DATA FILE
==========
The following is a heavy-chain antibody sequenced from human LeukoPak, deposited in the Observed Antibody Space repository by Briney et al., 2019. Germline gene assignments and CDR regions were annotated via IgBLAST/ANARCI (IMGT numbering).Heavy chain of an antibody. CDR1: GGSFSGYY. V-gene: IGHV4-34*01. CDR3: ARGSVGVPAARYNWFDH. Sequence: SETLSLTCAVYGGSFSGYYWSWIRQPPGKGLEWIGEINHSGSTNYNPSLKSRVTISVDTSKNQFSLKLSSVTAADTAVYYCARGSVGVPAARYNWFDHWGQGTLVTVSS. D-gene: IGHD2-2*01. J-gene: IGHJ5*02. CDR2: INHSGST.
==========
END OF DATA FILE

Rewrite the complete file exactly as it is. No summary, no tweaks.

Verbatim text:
The following is a heavy-chain antibody sequenced from human LeukoPak, deposited in the Observed Antibody Space repository by Briney et al., 2019. Germline gene assignments and CDR regions were annotated via IgBLAST/ANARCI (IMGT numbering).Heavy chain of an antibody. CDR1: GGSFSGYY. V-gene: IGHV4-34*01. CDR3: ARGSVGVPAARYNWFDH. Sequence: SETLSLTCAVYGGSFSGYYWSWIRQPPGKGLEWIGEINHSGSTNYNPSLKSRVTISVDTSKNQFSLKLSSVTAADTAVYYCARGSVGVPAARYNWFDHWGQGTLVTVSS. D-gene: IGHD2-2*01. J-gene: IGHJ5*02. CDR2: INHSGST.